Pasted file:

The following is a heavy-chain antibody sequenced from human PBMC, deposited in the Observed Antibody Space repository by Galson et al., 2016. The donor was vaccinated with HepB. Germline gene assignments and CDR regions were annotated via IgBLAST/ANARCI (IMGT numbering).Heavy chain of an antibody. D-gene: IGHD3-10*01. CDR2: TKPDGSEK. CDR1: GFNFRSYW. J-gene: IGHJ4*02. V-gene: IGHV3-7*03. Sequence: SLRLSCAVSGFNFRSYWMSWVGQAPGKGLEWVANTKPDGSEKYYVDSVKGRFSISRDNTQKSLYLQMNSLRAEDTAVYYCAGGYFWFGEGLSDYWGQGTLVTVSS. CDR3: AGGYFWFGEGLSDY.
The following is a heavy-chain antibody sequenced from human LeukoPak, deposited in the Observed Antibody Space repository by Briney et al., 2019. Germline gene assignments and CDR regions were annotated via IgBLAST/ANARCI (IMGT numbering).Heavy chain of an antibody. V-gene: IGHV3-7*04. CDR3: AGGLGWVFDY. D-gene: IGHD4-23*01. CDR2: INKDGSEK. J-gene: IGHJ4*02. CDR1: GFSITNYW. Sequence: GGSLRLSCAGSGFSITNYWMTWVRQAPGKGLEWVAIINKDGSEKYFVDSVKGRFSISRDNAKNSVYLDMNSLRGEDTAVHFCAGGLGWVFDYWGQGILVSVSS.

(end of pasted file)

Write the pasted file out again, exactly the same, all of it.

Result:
The following is a heavy-chain antibody sequenced from human PBMC, deposited in the Observed Antibody Space repository by Galson et al., 2016. The donor was vaccinated with HepB. Germline gene assignments and CDR regions were annotated via IgBLAST/ANARCI (IMGT numbering).Heavy chain of an antibody. D-gene: IGHD3-10*01. CDR2: TKPDGSEK. CDR1: GFNFRSYW. J-gene: IGHJ4*02. V-gene: IGHV3-7*03. Sequence: SLRLSCAVSGFNFRSYWMSWVGQAPGKGLEWVANTKPDGSEKYYVDSVKGRFSISRDNTQKSLYLQMNSLRAEDTAVYYCAGGYFWFGEGLSDYWGQGTLVTVSS. CDR3: AGGYFWFGEGLSDY.
The following is a heavy-chain antibody sequenced from human LeukoPak, deposited in the Observed Antibody Space repository by Briney et al., 2019. Germline gene assignments and CDR regions were annotated via IgBLAST/ANARCI (IMGT numbering).Heavy chain of an antibody. V-gene: IGHV3-7*04. CDR3: AGGLGWVFDY. D-gene: IGHD4-23*01. CDR2: INKDGSEK. J-gene: IGHJ4*02. CDR1: GFSITNYW. Sequence: GGSLRLSCAGSGFSITNYWMTWVRQAPGKGLEWVAIINKDGSEKYFVDSVKGRFSISRDNAKNSVYLDMNSLRGEDTAVHFCAGGLGWVFDYWGQGILVSVSS.